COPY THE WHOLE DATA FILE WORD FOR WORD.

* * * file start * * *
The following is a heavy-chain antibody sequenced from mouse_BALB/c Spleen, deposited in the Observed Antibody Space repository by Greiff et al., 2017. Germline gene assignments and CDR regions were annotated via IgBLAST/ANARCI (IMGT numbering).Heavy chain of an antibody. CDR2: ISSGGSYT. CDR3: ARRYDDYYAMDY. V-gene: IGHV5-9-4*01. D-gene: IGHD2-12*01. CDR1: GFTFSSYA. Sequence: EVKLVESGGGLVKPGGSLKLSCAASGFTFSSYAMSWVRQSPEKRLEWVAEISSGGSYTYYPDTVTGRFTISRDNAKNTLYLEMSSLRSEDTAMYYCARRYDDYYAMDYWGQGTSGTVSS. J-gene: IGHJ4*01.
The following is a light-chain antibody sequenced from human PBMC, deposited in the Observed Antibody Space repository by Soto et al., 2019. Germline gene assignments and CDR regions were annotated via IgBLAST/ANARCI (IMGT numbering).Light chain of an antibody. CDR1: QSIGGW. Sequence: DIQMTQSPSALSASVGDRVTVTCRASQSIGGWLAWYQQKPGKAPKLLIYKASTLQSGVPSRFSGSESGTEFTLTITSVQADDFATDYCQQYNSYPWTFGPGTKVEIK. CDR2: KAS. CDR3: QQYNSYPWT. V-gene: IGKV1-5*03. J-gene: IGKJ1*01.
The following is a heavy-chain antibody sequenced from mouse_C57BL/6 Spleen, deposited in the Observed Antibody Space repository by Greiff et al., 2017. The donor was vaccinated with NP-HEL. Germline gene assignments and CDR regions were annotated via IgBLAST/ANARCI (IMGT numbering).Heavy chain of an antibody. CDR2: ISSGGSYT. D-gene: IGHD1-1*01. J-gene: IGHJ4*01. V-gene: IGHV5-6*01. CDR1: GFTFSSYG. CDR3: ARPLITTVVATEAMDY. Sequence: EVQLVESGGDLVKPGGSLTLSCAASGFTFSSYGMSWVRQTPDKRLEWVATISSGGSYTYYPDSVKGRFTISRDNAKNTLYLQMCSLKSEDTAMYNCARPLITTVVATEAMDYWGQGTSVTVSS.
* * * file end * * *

The following is a heavy-chain antibody sequenced from mouse_BALB/c Spleen, deposited in the Observed Antibody Space repository by Greiff et al., 2017. Germline gene assignments and CDR regions were annotated via IgBLAST/ANARCI (IMGT numbering).Heavy chain of an antibody. CDR2: ISSGGSYT. CDR3: ARRYDDYYAMDY. V-gene: IGHV5-9-4*01. D-gene: IGHD2-12*01. CDR1: GFTFSSYA. Sequence: EVKLVESGGGLVKPGGSLKLSCAASGFTFSSYAMSWVRQSPEKRLEWVAEISSGGSYTYYPDTVTGRFTISRDNAKNTLYLEMSSLRSEDTAMYYCARRYDDYYAMDYWGQGTSGTVSS. J-gene: IGHJ4*01.
The following is a light-chain antibody sequenced from human PBMC, deposited in the Observed Antibody Space repository by Soto et al., 2019. Germline gene assignments and CDR regions were annotated via IgBLAST/ANARCI (IMGT numbering).Light chain of an antibody. CDR1: QSIGGW. Sequence: DIQMTQSPSALSASVGDRVTVTCRASQSIGGWLAWYQQKPGKAPKLLIYKASTLQSGVPSRFSGSESGTEFTLTITSVQADDFATDYCQQYNSYPWTFGPGTKVEIK. CDR2: KAS. CDR3: QQYNSYPWT. V-gene: IGKV1-5*03. J-gene: IGKJ1*01.
The following is a heavy-chain antibody sequenced from mouse_C57BL/6 Spleen, deposited in the Observed Antibody Space repository by Greiff et al., 2017. The donor was vaccinated with NP-HEL. Germline gene assignments and CDR regions were annotated via IgBLAST/ANARCI (IMGT numbering).Heavy chain of an antibody. CDR2: ISSGGSYT. D-gene: IGHD1-1*01. J-gene: IGHJ4*01. V-gene: IGHV5-6*01. CDR1: GFTFSSYG. CDR3: ARPLITTVVATEAMDY. Sequence: EVQLVESGGDLVKPGGSLTLSCAASGFTFSSYGMSWVRQTPDKRLEWVATISSGGSYTYYPDSVKGRFTISRDNAKNTLYLQMCSLKSEDTAMYNCARPLITTVVATEAMDYWGQGTSVTVSS.